Curatorial Projects > Detritus (2017)


A group exhibition featuring Carlo Abruzzese, Gale Antokal, Kathy Aoki, Michael Arcega, Zeina Barakeh, Jeremiah Barber, Lauren Bartone, Terry Berlier, Elisheva Biernoff, Evan Bissell, Libby Black, Lisa K. Blatt, Val Britton, Leo Bersamina, Drew Cameron, Jim Campbell, Julie Chang, Randy Colosky, Ilana Crispi, Pablo Cristi, Keith Daly, Reed Danziger, Mel Day, Lauren DiCioccio, Chris Dorosz, Ala Ebtekar, Amy Ellingson, Ian Everard, Rodney Ewing, Kota Ezawa, Bruno Fazzolari, Adam Feibelman, Steve Ferrera, t.w.five, Linda Gass, Tanja Geis, Sheila Ghidini, Julia Goodman, Michael Hall, Dana Harel, Emanuela Harris-Sintamarian, Liz Harvey, Chad Hasegawa, Daniel Healey, Jamil Hellu, Dana Hemenway, Jonn Herschend, Liz Hickok, Amy M. Ho, Desirée Holman, Mildred Howard, Cynthia Ona Innis, Carrie Iverson, Colter Jacobsen, Jason Jägel, Robin Kandel, Scott Kildall, Jane Kim, Beth Krebs, Tony Labat, Carrie Lederer, Sarah Lee, Crystal Liu, Monique D. Lopez, Whitney Lynn, Wendy MacNaughton, Mail Order Brides/M.O.B., Kara Maria, Darrin Martin, Indira Martina Morre, Joyce Nojima, Jann Nunn, Sandra Ono, Kari Orvik, Gay Outlaw, Francesca Pastine, Alison Pebworth, Ben Peterson, Yulia Pinkusevich, Joey Piziali, Ferris Plock, Genevieve Quick, Kate Rhoades, Ricardo Richey, Laura Rokas, Leah Rosenberg, Diane Rosenblum, Kimberly Rowe, Surabhi Saraf, Ron Saunders, Alex Schofield, Zachary Royer Scholz, Adam Shriverdecker, Chris Sicat, Greg Stimac, Josephine Taylor, Weston Teruya, Chris Thorson, Ehren Tool, Kelly Tunstall, Tiffanie Turner, Holly Van Hart, Jamie Vasta, Annie Vought, Julian Watts, Heather Wilcoxon, and May Wilson

Co-curated with Lisa Ellsworth and Lordy Rodriguez

June 25 - September 10, 2017
San Jose Institute of Contemporary Art
San Jose, CA

Process, materiality, concept, engagement, and marketability are among the metrics by which we measure the value of art. Sometimes the focus is so guided by one or more of these metrics that the resulting artwork serves as a document of these attributes. Hidden from public view, residual evidence of art production does not hold ostensible market value, despite the worth artists often assign to their practice. This exhibition delves into this valuation and explores the leftover scraps and byproducts of the art-making process that artists do not discard for a number of compelling and emotional reasons. Why do artists keep these artifacts? What is the significance of a wall marked by an accumulation of paint and fingerprints spanning a lifetime of studio work? What does a jar full of pencil shavings reveal about the studio practice of an artist who draws?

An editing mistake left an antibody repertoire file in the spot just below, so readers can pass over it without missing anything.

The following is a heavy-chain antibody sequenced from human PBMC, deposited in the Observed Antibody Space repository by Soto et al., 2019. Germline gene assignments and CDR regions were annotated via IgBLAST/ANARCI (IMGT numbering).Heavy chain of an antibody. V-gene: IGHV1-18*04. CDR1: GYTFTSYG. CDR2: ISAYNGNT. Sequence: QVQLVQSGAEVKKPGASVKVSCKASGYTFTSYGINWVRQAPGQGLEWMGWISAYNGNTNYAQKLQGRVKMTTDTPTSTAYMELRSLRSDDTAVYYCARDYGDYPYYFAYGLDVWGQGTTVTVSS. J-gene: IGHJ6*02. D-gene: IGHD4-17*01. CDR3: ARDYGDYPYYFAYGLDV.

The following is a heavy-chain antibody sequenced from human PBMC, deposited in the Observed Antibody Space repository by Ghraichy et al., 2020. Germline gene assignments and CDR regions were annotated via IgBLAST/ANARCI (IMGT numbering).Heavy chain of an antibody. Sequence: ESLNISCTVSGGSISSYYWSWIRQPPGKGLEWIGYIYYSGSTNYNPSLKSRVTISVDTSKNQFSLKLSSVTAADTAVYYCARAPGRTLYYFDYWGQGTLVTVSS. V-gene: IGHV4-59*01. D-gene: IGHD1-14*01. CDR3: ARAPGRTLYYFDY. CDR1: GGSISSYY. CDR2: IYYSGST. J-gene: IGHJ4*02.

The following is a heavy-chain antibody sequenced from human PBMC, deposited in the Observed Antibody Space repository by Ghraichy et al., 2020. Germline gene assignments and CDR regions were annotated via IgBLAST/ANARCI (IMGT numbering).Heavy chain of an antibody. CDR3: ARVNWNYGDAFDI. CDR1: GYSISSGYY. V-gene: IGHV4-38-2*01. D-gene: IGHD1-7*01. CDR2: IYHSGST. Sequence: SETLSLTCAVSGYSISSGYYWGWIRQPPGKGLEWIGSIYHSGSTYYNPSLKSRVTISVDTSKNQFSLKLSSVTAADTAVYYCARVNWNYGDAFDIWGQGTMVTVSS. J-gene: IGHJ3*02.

Taking inspiration from the field of forensics, we find these markings serve as clues to a bigger picture and practice. This exhibition examines the detritus from a multitude of Bay Area artists’ studios in order to shift the focus from art as commodity to the core value of art making. Much like forensic scientists who collect, preserve, and analyze evidence during an investigation, we have mined storage boxes and materials, gaining insight into the unique and similar behaviors of artists who archive the evidence of their work.

By featuring no works of art, we invite both viewers and participating artists alike to consider their own valuation system when looking at and thinking about art. In this display of materials gathered from more than 100 artists, we offer a glimpse into the time and labor spent in producing their work.